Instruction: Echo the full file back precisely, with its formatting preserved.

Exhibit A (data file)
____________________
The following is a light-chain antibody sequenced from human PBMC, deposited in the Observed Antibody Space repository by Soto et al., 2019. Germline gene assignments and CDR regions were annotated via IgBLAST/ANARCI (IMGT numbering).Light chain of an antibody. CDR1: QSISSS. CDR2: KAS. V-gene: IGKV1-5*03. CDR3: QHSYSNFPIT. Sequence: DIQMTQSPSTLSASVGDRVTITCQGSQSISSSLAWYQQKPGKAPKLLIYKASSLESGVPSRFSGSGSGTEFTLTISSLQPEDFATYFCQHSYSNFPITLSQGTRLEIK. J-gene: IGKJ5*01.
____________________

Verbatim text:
The following is a light-chain antibody sequenced from human PBMC, deposited in the Observed Antibody Space repository by Soto et al., 2019. Germline gene assignments and CDR regions were annotated via IgBLAST/ANARCI (IMGT numbering).Light chain of an antibody. CDR1: QSISSS. CDR2: KAS. V-gene: IGKV1-5*03. CDR3: QHSYSNFPIT. Sequence: DIQMTQSPSTLSASVGDRVTITCQGSQSISSSLAWYQQKPGKAPKLLIYKASSLESGVPSRFSGSGSGTEFTLTISSLQPEDFATYFCQHSYSNFPITLSQGTRLEIK. J-gene: IGKJ5*01.